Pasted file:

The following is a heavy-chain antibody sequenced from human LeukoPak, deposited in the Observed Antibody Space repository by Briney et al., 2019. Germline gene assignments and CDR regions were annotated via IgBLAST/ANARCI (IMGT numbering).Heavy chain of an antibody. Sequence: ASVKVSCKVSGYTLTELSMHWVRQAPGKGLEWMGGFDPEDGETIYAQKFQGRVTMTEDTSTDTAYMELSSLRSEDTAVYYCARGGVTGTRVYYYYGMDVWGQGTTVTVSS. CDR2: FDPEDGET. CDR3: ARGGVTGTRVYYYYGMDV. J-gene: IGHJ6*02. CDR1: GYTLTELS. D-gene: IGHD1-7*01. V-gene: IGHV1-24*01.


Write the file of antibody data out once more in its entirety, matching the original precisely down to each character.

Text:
The following is a heavy-chain antibody sequenced from human LeukoPak, deposited in the Observed Antibody Space repository by Briney et al., 2019. Germline gene assignments and CDR regions were annotated via IgBLAST/ANARCI (IMGT numbering).Heavy chain of an antibody. Sequence: ASVKVSCKVSGYTLTELSMHWVRQAPGKGLEWMGGFDPEDGETIYAQKFQGRVTMTEDTSTDTAYMELSSLRSEDTAVYYCARGGVTGTRVYYYYGMDVWGQGTTVTVSS. CDR2: FDPEDGET. CDR3: ARGGVTGTRVYYYYGMDV. J-gene: IGHJ6*02. CDR1: GYTLTELS. D-gene: IGHD1-7*01. V-gene: IGHV1-24*01.